Refugee footballer arrived shackled and barefoot for hearing on Bahrain extradition requestRefugee footballer Hakeem al-Araibi has been given 60 days to prepare a defence against Bahrain’s attempt to extradite him from Thailand.The 25-year-old will rem…

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Hakeem al-Araibi’s wife begs Canada and NZ for help and says ‘time is running out’

Exclusive: Wife of Bahraini refugee asks leaders to pressure Thai authorities to release her husband“Time is running out” for Hakeem al-Araibi, his wife has written in letters to the leaders of Canada and New Zealand, pleading with them for help to see…

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Hakeem al-Araibi’s detention not Sheikh Salman’s responsibility, AFC says

Asian Football Confederation, which has come under fire for failing to call for the refugee footballer’s release, says its president was recused from overseeing the region 18 months ago The Asian Football Confederation claims its president, Sheikh Salm…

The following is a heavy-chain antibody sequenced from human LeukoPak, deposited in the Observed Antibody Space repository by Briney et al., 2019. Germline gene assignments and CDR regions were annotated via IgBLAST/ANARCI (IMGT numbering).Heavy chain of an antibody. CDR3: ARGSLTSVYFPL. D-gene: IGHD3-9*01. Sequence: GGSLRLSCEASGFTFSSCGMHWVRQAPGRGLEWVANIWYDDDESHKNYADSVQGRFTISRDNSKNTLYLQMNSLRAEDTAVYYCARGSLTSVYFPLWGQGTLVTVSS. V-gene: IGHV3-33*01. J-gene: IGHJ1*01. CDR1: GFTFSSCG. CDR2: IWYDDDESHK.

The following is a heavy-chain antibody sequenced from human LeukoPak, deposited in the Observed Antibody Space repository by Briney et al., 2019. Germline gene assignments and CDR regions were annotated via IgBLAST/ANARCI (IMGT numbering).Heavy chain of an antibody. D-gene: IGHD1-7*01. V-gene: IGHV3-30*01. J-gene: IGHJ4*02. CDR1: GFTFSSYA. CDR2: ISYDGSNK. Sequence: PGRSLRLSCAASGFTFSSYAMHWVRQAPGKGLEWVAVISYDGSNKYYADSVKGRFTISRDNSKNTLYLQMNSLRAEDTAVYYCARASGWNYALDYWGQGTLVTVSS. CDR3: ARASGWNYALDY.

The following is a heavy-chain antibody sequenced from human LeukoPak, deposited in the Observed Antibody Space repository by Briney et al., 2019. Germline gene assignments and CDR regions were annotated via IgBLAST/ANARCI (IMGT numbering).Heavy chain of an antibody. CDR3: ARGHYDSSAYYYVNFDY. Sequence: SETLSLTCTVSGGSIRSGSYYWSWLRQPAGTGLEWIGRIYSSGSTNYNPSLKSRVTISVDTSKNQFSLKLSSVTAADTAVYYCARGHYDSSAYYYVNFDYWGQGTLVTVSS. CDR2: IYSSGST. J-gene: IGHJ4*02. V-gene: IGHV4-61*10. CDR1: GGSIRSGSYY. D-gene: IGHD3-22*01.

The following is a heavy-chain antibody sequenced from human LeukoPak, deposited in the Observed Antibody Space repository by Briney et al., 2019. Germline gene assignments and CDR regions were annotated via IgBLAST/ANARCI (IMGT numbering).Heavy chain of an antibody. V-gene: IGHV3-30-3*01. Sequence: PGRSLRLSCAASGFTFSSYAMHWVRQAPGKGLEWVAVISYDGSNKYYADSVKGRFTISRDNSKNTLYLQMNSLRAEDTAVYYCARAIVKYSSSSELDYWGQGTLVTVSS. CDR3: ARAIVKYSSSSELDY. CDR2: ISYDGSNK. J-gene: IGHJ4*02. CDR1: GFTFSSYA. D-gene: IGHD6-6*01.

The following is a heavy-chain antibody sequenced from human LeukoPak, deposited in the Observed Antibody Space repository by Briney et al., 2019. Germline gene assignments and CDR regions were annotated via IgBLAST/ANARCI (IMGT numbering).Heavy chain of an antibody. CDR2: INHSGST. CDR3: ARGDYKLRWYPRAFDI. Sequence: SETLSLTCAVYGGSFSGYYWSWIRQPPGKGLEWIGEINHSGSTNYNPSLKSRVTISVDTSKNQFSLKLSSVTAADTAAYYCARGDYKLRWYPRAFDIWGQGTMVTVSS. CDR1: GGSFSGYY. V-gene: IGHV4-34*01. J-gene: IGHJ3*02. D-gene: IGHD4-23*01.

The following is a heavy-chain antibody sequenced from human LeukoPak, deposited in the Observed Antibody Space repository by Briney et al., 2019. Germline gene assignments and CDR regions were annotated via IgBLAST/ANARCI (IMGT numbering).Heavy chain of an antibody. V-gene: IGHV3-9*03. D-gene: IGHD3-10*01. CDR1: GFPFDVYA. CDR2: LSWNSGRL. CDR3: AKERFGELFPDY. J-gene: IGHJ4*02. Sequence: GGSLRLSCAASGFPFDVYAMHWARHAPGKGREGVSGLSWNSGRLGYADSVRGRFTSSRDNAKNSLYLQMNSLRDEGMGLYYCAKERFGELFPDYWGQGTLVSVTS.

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Football must go in hard on Bahrain over the Hakeem al-Araibi affair | Sean Ingle

It is time for Fifa and the IOC to threaten serious sporting sanctions if the Bahraini footballer detained in Thailand and facing extradition is not set freeThere is a striking story in The Club, Jonathan Clegg and Joshua Robinson’s new book on how the…

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Call for Fifa’s Salman al-Khalifa to step down if Hakeem al-Araibi is not freed

World Players Association questions why there has been no statement from the football body’s vice-president Sheikh Salman al-Khalifa should be disqualified from his positions as vice-president of Fifa and president of the Asian Football Confederation (…

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‘Please help me’: refugee footballer Hakeem al-Araibi tells of his Thai jail ordeal